# KD4010 - Electricity, Magnetism and Electronics

## What will I learn on this module?

This module will introduce you to fundamental electromagnetism, electrical circuit theory and analogue electronics. Through a combination of lectures, labs and

technology-enhanced resources, you will learn to analyse basic DC and AC circuits and to familiarise with fundamental electronic components such as operational

amplifiers and semiconductor diodes. This module will provide you with core knowledge, and experimental, numerical and analytical skills to tackle problems in electrical

and electronic principles, thus establishing firm foundations for future employability.

Electricity and Magnetism (25%)

Electric charge: conductors, insulators and semiconductors. Electrostatics: Coulomb's law and the electric field; Concept of electric potential and its relation to the electric

field; Energy stored in an electric field; Application to a capacitor and link to capacitance. Magnetostatics: Forces arising between wires carrying electric currents; concept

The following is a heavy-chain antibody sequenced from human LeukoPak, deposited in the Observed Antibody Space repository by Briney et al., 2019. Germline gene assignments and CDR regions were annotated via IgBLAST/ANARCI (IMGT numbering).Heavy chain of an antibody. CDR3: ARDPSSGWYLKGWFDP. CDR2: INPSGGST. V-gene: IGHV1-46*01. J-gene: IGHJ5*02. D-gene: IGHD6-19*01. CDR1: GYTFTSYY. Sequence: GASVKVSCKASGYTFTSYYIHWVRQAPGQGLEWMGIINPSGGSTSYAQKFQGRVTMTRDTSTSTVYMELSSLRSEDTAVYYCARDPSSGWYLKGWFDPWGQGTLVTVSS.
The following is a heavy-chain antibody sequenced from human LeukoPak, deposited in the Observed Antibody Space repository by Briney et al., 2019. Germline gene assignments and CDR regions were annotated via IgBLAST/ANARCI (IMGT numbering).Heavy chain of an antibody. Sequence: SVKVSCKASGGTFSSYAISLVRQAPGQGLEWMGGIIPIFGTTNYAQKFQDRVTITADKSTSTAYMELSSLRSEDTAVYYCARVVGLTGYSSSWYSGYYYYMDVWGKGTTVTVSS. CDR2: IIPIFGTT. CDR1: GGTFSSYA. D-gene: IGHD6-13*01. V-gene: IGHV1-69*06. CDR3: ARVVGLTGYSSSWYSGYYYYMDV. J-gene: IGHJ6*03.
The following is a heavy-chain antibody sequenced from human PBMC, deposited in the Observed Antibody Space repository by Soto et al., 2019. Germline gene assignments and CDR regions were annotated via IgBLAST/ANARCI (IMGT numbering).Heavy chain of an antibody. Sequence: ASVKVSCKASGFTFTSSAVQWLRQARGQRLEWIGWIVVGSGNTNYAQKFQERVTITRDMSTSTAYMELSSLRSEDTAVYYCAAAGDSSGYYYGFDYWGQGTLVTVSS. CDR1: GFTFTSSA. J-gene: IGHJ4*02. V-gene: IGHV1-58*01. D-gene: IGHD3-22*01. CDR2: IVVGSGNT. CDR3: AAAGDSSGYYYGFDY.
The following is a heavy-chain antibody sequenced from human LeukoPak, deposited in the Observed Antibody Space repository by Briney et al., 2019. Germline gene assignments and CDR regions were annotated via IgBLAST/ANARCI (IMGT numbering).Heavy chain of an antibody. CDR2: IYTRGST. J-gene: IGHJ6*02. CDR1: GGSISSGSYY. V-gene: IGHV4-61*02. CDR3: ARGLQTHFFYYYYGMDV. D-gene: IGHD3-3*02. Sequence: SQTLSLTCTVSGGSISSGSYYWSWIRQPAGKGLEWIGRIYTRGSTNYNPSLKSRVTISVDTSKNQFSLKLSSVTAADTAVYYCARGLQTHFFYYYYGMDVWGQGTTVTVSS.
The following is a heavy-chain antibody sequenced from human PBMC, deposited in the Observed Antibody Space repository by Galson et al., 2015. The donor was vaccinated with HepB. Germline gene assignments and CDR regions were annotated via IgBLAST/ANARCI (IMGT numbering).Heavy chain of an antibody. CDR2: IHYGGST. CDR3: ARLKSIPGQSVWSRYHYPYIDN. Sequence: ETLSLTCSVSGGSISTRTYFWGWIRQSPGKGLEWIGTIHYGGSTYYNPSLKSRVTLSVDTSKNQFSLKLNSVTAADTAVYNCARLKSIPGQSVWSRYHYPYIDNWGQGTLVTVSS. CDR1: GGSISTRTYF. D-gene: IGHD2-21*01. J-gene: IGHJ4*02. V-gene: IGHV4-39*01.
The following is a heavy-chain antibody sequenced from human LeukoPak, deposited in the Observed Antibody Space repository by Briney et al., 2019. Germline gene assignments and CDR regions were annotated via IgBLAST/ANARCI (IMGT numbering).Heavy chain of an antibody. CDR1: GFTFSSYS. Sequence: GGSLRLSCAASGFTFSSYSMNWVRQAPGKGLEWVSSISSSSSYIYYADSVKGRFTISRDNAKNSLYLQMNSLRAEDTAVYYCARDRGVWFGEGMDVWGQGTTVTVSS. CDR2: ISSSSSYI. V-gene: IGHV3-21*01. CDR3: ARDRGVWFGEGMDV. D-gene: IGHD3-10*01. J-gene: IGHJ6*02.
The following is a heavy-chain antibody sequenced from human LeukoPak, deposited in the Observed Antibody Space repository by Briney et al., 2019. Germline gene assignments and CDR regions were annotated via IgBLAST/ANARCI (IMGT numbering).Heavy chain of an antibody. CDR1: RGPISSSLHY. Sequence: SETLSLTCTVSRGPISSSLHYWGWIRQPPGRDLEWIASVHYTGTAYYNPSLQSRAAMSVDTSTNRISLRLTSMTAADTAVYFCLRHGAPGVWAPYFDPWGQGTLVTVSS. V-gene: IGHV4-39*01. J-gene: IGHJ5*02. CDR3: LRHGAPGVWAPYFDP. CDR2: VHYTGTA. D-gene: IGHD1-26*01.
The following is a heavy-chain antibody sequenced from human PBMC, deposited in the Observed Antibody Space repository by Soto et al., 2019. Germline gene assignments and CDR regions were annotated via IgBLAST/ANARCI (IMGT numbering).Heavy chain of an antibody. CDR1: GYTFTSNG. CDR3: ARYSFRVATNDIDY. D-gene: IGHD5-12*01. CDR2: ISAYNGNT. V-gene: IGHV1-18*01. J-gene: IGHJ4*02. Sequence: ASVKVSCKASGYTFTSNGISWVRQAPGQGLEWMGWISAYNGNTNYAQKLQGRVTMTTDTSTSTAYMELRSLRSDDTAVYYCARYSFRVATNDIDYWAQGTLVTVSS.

of the magnetic field; Ampere’s Law; geometrical statement of the Biot-Savart law; the B field around a wire; the right-hand rule.

DC and AC Circuit Theory (50%)

Introduction to ideal linear elements: resistor, inductor and capacitor. Transient currents across ideal elements. Current and voltage division rule. Applications of

superposition: Kirchhoff’s law.

Properties of sinusoidal and periodic waveforms, average, RMS values. Phasors and phasor diagrams, and j operator. Complex impedance, impedance diagrams.

Applications to series circuits. Power in AC circuits, power factor, apparent power, active power, and reactive power. Complex admittance and applications to parallel

circuits. Series and parallel RLC circuits. Frequency response and resonance in simple RLC circuits.

Analogue Electronics (25%)

Introduction to the properties of an ideal operational amplifier. Simple inverting and non-inverting applications using virtual earth principles. Properties and parameters of a

non-ideal op-amplifier including gain-bandwidth and off-sets. Op-amplifier applications including summing, integrator and differentiator. Linear and non-linear applications.